It was certainly a fine idea of Ruth Levitas’s to convene a Society meeting about Morris’s political lectures, and the twenty or so people who turned up on Saturday to this discussion enjoyed into the bargain a splendid rendition by Rob Hunter of the ‘Death Song’ that Morris wrote for Alfred Linnell, who was killed by police on Bloody Sunday in November 1887. That reminder of the violence that ruling classes are always prepared to unleash when seriously challenged served as a sombre backdrop to Ruth’s 12-page handout of key passages from Morris’s lectures, which ranged from the breathtakingly utopian to the hard-headedly pragmatic – his 1896 insistence that we ‘organize a real definite Socialist party’ being both at once, I suppose.
Without organisation, you don’t make much headway against a still powerful capitalism, as the Occupy movement sadly demonstrated to us. But are there any real signs of an effective Party emerging to the left of Labour in the British political spectrum? I used to feel that the Green Party might be that, but I don’t now believe it has an analysis adequate to the global economic crisis we’ve faced since 2008. The Respect Party successfully got George Galloway returned to Parliament in March 2012 and he is an important, if controversial, voice for the Left. But Respect’s aim is to occupy the space of the Labour Party before it became New Labour under Tony Blair, i.e. to be a social-democratic party aiming to curb or humanise capitalism, whereas what we want (just as Morris did in 1896) is a real party of the socialist Left aiming to replace it.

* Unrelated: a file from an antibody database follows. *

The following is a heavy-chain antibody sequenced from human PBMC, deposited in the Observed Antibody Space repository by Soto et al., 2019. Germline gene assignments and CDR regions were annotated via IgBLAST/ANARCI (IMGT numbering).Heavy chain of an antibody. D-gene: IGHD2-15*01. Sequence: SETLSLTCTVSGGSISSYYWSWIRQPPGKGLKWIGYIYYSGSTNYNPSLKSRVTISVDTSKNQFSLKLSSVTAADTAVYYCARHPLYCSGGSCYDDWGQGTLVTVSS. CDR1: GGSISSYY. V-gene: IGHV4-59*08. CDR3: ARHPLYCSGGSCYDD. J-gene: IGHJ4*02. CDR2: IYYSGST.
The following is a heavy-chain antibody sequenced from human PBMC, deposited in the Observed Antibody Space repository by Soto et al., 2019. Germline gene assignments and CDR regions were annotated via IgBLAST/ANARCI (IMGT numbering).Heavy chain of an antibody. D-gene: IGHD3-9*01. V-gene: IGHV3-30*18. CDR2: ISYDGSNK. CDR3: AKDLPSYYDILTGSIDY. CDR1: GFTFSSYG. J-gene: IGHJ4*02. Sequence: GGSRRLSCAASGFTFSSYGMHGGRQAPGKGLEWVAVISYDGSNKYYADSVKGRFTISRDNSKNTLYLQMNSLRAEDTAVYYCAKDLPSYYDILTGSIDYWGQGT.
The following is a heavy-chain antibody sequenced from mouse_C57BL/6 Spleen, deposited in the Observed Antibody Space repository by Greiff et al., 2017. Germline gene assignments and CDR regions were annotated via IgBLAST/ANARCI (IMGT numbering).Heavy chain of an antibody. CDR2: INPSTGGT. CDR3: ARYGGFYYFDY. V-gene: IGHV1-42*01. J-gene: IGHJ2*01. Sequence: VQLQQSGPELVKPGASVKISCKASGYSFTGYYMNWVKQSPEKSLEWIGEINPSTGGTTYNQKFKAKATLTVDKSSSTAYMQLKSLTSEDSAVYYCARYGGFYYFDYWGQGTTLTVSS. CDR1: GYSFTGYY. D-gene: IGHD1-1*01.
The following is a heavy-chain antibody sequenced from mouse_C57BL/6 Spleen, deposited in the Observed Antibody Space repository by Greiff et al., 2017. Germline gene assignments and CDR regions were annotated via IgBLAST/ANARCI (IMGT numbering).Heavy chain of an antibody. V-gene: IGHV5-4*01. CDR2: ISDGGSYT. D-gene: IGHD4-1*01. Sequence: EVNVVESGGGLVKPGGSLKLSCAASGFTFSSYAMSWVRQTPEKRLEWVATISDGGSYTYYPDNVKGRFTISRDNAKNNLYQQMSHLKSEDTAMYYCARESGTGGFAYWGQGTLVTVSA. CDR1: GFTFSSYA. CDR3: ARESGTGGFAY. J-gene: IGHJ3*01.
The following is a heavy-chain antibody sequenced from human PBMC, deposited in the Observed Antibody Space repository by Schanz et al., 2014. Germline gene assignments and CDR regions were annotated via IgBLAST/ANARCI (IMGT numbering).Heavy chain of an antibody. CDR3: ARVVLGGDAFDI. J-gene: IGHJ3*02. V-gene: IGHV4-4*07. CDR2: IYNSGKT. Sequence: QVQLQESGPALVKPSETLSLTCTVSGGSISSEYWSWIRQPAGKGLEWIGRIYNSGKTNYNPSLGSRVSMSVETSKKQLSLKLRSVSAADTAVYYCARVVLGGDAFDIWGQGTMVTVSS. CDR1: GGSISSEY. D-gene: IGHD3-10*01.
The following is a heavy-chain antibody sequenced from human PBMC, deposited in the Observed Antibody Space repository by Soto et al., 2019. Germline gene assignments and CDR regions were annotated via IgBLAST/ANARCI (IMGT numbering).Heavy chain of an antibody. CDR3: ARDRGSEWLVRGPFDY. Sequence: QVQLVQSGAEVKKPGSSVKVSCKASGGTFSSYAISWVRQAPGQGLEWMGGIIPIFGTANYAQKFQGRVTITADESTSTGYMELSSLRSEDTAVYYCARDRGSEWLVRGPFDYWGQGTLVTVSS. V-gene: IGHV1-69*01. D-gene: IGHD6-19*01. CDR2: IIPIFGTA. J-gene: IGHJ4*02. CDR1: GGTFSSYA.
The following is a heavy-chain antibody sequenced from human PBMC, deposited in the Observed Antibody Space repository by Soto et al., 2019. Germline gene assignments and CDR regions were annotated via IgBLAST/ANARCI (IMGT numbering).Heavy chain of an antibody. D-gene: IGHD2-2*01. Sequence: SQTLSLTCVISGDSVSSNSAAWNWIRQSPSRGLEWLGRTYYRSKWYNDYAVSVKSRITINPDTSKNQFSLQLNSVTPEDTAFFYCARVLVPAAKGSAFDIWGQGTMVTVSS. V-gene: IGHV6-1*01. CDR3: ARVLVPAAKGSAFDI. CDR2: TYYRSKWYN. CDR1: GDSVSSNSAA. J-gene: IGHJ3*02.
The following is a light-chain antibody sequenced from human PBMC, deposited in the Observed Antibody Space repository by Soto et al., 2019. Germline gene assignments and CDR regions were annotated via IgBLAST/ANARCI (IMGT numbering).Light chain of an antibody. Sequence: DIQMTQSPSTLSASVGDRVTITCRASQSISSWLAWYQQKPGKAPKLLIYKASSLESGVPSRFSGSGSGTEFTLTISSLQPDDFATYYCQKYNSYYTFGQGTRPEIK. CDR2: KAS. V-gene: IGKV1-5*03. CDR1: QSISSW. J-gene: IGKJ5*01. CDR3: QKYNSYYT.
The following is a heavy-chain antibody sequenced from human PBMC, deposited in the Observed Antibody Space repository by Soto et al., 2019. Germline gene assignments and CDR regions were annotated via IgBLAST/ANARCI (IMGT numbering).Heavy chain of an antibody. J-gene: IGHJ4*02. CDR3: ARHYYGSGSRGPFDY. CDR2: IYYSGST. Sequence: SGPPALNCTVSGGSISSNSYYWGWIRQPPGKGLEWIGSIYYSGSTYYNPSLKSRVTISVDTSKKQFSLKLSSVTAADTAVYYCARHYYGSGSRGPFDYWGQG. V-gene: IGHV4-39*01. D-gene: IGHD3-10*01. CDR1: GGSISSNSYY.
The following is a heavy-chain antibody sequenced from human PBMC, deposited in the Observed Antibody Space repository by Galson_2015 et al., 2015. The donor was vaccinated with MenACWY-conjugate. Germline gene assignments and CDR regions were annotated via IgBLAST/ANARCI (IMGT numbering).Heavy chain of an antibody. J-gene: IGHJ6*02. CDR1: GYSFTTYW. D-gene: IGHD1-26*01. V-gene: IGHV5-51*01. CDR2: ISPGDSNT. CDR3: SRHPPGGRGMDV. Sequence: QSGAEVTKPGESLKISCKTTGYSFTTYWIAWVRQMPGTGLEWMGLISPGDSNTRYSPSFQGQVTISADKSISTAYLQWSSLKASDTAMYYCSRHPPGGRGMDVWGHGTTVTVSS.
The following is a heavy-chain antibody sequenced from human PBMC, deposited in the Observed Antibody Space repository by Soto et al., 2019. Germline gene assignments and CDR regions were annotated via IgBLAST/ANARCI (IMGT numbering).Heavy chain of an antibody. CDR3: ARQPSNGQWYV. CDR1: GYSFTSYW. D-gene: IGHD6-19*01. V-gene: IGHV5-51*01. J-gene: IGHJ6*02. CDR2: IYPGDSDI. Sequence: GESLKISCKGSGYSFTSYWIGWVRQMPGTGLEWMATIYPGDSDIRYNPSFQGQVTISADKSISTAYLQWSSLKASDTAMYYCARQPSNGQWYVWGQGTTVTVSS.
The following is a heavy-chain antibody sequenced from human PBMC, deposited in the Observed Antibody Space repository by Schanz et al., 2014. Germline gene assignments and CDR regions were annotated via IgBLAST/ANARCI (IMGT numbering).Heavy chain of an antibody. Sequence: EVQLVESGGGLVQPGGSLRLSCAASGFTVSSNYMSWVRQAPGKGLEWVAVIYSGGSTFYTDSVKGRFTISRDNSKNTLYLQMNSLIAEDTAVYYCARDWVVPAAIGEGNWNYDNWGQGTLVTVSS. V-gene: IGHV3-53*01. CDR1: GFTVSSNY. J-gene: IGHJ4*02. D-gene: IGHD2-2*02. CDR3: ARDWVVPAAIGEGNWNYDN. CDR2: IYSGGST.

The two successor organisations to the original British Communist Party don’t seem to be making much headway, though it is certainly my own personal hope that communism is now a political term we could start using again. On the Trotsykist Left, the Socialist Workers Party is in crisis, as internal difficulties over its handling of a rape allegation have spiralled into a general challenge to its version of Lenin’s ‘democratic centralism’; let’s hope that the wider membership can overcome the sclerotic Central Committee on this issue and renew the SWP’s energies. As for the independent or libertarian Left, it looks longingly at the Syriza coalition in Greece as a possible model for a new start (see Hilary Wainright’s article in Red Pepper). So our Morrisian utopian values, now as in 1896, lack a plausible political embodiment, though we can be sure that the capitalist ‘age of austerity’ will generate new forms of class consciousness that will eventually find a vehicle of their own.